Robert Kuttner

Robert Kuttner is co-founder and co-editor of The American Prospect, and professor at Brandeis University's Heller School. His latest book is Can Democracy Survive Global Capitalism? In addition to writing for the Prospect, he writes for The Huffington Post, The Boston Globe, and the New York Review of Books. 

Follow Bob at his site, robertkuttner.com, and on Twitter. 

Recent Articles

Notes for Next Time

(Photo: AP/David Goldman)
(Photo: AP/David Goldman) Donald Trump and Hillary Clinton are introduced during the presidential debate at Hofstra University in Hempstead, New York, on September 26. T he consensus is that Hillary Clinton won the first debate handily. Yet despite Donald Trump’s bizarre behavior during and after the debate, the polls show only a modest bounce in Clinton’s favor. We have been here before. Trump has a bad week, Clinton takes the lead—only to have the race fall back to a near tie. What might she do better in the next debate on October 9, which is a town hall format with spontaneous questions posed by an audience of undecided voters? Seemingly, this format favors Clinton, who seems to think better on her feet than Trump when confronted with questions her advisers might not have anticipated. At the same time, the town hall leaves a little less room for the sort of direct give and take that was at the Hofstra debate, in which Clinton was able to bait Trump into losing his initial cool and...

Hard to Believe, but Trump Could Win

Tom Williams/CQ Roll Call via AP Images
Tom Williams/CQ Roll Call via AP Images Republican presidential candidate Donald Trump attends a campaign event with veterans at the Trump International Hotel on Pennsylvania Avenue, NW, where he stated he believes President Obama was born in the United States, September 16, 2016. H ow can it possibly be that Donald Trump is on the verge of overtaking Hillary Clinton? Despite all of the questions Trump has raised about his suitability to lead the United States, nearly half of America’s voters seem willing to cut him enough slack to quite possibly elect him. One factor is that political elites have underestimated the deep disaffection of middle- and working-class, downwardly mobile white people. Working-class whites may be well off compared to most blacks, Latinos, and immigrants, but they don’t see it that way, and not without reason. For decades, two trends have been converging: increasing economic insecurity and falling earnings among white men, and the belated, entirely legitimate...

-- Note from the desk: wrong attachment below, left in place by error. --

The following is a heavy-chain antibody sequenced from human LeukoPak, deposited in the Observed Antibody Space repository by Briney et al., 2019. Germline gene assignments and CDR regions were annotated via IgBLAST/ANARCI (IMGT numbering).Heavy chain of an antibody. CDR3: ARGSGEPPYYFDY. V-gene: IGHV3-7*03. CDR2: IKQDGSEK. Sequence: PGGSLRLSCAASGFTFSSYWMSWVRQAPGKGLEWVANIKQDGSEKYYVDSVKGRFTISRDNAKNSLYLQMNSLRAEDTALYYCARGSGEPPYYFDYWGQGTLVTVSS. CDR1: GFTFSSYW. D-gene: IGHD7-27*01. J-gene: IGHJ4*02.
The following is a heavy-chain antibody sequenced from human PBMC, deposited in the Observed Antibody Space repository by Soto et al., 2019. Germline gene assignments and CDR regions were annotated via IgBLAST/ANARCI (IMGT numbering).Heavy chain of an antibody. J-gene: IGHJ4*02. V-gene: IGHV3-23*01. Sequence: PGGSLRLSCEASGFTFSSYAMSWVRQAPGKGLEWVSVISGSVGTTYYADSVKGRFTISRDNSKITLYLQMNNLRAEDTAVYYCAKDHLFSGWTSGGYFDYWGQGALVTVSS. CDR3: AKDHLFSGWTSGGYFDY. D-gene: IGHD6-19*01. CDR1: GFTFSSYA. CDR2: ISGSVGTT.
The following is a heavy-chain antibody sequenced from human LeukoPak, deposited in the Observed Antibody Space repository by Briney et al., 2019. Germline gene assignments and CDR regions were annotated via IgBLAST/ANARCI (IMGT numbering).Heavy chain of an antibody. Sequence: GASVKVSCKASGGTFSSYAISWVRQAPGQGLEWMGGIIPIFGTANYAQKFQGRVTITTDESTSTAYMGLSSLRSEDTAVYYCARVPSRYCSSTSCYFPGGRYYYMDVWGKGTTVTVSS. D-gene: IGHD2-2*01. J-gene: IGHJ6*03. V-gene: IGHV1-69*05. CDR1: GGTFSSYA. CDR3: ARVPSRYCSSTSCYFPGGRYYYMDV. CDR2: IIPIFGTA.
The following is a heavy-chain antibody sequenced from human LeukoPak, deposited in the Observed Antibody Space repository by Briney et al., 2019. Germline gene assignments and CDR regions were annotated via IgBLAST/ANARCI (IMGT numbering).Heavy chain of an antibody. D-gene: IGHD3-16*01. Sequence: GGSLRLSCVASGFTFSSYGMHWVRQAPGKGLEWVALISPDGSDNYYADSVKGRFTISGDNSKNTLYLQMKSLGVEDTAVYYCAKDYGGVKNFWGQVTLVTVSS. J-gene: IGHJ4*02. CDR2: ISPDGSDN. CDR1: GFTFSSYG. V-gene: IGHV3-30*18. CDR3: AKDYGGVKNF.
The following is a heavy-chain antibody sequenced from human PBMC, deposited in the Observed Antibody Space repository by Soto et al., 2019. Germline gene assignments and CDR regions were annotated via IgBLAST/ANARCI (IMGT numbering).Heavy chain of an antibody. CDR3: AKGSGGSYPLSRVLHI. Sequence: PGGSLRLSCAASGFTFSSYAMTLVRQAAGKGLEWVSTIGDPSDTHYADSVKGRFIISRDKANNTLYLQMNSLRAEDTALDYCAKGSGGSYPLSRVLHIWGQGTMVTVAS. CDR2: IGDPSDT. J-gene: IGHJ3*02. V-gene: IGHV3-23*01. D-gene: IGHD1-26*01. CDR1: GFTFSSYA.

Thinking Big on Labor Day

AP Photo/Mike Groll
AP Photo/Mike Groll Workers listen to a speaker during a Rebuild NY Now rally calling for greater infrastructure investments at the Legislative Office Building in Albany, New York. This article originally appeared at The Huffington Post . A s we mark Labor Day, the same dismal long-term job patterns persist. The economy is nominally in a recovery, but far too many jobs are insecure and fail to offer a middle-class standard of living. Whether the Federal Reserve makes things worse by raising rates, or continues its policy of low interest rates, nothing on the near horizon offers hope of significant change. Is this just the new normal for reasons that are structural to the new economy—or are major changes possible? There is no doubt that the economy could provide better jobs for more people. The problem is that political assumptions of what’s possible preclude the policies we need. For starters, we should be investing many trillions of dollars in the nation’s rotting infrastructure,...

Trumpism Could Be More Dangerous Than Trump

TFV Media via AP
TFV Media via AP Republican Presidential candidate Donald Trump pauses as the supporters cheer during a campaign rally, Tuesday, August 23, 2016, in Austin, Texas. This article originally appeared at The Huffington Post . L et’s assume that the pundits and the polls are right. Hillary Clinton is on track to win the presidency. The Democrats may narrowly take back the Senate. But the fragility of American democracy and the pathology of our economy revealed by Donald Trump (and by the appeal of Bernie Sanders) will still be with us. And it will take an extraordinary shift by President Hillary Clinton to move these deep tectonic plates. In the short term, the forces of real hate have been loosed. They are not going away. Trump will find ways to insist that the election was stolen. He will continue to impeach the legitimacy of our institutions. After November, Trump may create a media empire, or a third party—or both. Medium term, all of the economic and cultural grievances brought to the...

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